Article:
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Although growth in the global economy has been declining, the first half of 2012 has seen ports worldwide following slow but steady growth in volumes, according to ‘Global Port Development Report, Q2 2012’ issued by the Shanghai International Shipping Institute.

Global ports see steady growth

The report pointed out that weak international trade and the depressing global economic landscape had been major constraints to port development; the average increase in cargo-handling tonnage volumes of the major global ports was maintained at around 6.8% in the first half of the year, down slightly from 7.3% year-on-year. In Europe, ports fared poorly with throughput continuing its downward trend.

In terms of container throughput, global ports maintained a slight growth of 5.81% during the period, with no major variation between the first two quarters. Asia fared well compared with other regions, its 6.8% increase laying a solid foundation for the international steady growth.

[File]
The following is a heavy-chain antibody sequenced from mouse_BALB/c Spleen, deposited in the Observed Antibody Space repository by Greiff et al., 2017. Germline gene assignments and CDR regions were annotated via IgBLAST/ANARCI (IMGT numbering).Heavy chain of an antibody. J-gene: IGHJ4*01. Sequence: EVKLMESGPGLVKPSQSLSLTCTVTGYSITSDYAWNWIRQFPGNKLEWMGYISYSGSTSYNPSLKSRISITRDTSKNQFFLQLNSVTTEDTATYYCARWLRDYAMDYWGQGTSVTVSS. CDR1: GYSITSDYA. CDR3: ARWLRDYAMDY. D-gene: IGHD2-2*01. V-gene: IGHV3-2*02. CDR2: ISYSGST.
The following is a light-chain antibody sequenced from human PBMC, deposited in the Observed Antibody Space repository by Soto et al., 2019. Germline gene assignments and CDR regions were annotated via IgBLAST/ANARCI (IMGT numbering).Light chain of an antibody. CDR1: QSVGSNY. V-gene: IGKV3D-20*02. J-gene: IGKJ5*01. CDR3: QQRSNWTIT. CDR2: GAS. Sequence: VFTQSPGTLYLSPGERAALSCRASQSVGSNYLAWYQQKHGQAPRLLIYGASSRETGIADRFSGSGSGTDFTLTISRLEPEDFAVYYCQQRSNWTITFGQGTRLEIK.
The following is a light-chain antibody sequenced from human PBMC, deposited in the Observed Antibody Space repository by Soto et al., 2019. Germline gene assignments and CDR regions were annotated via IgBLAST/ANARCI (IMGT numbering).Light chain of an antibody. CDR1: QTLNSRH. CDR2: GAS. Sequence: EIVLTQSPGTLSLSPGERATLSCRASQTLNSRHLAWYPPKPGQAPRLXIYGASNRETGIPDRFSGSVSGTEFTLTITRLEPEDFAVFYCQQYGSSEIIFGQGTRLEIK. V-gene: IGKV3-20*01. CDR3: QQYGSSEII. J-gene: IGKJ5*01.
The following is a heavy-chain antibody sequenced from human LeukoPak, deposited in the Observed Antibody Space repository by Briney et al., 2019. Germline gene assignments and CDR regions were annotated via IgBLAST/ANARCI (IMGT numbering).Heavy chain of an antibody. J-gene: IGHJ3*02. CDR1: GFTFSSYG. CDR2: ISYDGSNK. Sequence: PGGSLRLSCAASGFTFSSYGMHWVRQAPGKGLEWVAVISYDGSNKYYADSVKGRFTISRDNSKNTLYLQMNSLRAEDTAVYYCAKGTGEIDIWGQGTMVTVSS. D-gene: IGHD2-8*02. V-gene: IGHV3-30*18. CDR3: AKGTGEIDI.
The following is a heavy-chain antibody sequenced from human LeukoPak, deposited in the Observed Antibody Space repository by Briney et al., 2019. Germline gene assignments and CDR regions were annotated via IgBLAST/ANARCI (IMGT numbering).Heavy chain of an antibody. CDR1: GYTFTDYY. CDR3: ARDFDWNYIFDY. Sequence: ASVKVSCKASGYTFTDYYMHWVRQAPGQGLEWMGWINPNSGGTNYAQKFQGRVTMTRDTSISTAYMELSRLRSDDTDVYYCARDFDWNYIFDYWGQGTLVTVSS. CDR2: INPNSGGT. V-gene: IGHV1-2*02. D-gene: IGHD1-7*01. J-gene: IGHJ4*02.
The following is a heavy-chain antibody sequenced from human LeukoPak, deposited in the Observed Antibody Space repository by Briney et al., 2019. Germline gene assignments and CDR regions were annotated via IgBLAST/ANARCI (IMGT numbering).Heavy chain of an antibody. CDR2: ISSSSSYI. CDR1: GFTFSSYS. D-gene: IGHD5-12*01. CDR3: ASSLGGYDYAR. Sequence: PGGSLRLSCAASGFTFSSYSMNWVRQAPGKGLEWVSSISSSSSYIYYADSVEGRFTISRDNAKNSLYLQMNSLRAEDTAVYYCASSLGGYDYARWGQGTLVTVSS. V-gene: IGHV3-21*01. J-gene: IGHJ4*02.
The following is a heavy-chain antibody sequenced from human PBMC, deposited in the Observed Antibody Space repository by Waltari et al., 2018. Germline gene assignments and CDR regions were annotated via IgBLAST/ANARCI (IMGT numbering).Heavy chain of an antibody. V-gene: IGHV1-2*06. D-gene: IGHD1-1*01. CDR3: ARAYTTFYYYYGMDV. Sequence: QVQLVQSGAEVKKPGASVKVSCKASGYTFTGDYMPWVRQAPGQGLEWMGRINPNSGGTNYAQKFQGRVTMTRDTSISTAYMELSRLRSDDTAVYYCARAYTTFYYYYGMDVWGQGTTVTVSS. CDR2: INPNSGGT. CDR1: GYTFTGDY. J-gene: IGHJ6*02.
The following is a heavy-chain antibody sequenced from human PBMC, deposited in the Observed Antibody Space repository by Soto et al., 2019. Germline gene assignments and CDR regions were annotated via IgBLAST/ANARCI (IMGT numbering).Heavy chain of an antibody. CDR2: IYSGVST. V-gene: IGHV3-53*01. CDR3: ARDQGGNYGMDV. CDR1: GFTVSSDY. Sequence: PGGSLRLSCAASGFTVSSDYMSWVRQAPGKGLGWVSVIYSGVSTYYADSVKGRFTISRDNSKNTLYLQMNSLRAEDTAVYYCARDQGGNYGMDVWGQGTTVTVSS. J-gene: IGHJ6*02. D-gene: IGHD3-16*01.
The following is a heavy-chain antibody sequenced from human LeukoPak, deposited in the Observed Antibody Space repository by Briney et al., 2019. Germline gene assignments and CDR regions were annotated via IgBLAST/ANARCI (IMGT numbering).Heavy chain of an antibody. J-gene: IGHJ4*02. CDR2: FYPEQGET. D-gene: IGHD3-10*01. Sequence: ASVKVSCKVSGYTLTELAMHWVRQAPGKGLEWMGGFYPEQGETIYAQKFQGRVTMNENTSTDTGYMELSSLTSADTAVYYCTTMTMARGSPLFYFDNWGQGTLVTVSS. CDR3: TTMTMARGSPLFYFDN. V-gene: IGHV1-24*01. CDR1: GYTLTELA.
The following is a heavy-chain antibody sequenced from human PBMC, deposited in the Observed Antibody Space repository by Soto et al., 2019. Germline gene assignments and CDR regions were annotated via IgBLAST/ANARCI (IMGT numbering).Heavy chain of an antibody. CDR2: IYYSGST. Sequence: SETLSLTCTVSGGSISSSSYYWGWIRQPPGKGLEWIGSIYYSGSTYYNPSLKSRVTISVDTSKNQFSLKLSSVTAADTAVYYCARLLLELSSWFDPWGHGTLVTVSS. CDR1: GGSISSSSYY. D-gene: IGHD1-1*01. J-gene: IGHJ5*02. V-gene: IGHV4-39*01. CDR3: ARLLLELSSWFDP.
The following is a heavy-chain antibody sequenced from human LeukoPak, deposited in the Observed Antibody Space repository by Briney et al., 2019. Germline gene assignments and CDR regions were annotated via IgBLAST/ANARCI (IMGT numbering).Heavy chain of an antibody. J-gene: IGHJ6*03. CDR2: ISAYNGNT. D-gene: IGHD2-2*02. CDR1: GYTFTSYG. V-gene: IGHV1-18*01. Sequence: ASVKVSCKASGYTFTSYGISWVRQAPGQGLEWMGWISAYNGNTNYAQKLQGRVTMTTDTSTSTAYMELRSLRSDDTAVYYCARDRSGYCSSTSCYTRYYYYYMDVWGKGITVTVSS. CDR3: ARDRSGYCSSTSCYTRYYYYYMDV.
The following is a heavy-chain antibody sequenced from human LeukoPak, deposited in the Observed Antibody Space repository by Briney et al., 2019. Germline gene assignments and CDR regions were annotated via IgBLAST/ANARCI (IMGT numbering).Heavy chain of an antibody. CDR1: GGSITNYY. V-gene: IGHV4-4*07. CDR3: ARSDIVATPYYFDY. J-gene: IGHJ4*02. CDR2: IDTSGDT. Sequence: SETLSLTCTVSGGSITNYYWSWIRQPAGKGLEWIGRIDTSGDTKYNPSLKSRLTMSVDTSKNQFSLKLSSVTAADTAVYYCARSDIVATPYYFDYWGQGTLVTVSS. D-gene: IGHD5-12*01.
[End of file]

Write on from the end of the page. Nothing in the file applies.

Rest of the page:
Ports in the Far East recorded substantial growth in container throughput compared with other regions, although this narrowed on an annual basis; Chinese ports reported throughput of 84.1m teu, up 8.6% year-on-year but down 5% in terms of growth rate. The slowdown was indirectly caused by weak global demand.

Major coastal ports in China grew steadily, with Shanghai recording 15.94m teu, up 4.31% but with a dip in growth rate. Singapore and Busan ports revealed throughput of 15.64m teu and 8.52m teu respectively, up 7.31% and 8.36% in that order.

The report highlighted that African and American ports got off to a slow start in the first half, but ended on a strong note with rises in the first two quarters. In South Africa, Durban, Cape Town and Ngqura ports all performed well, with Cape Town reporting growth of 26.7% compared to the same period in 2011.

In contrast, American ports recorded 2.55% growth, slower but much better than the negative growth of 2011. The Port of Los Angeles, the number one port in the US, fared well with throughput at 4.01m teu, up 6.43%.

With the debt crisis continuing to hit the European port industry, sluggish economy and insufficient demand became the main obstacles; the weak domestic and foreign demand have taken their toll on the industry. The Port of Antwerp reached 4.36m teu in the first half year, down 0.88%, while the Spanish Port of Barcelona recorded 850,000 teu, down 20%.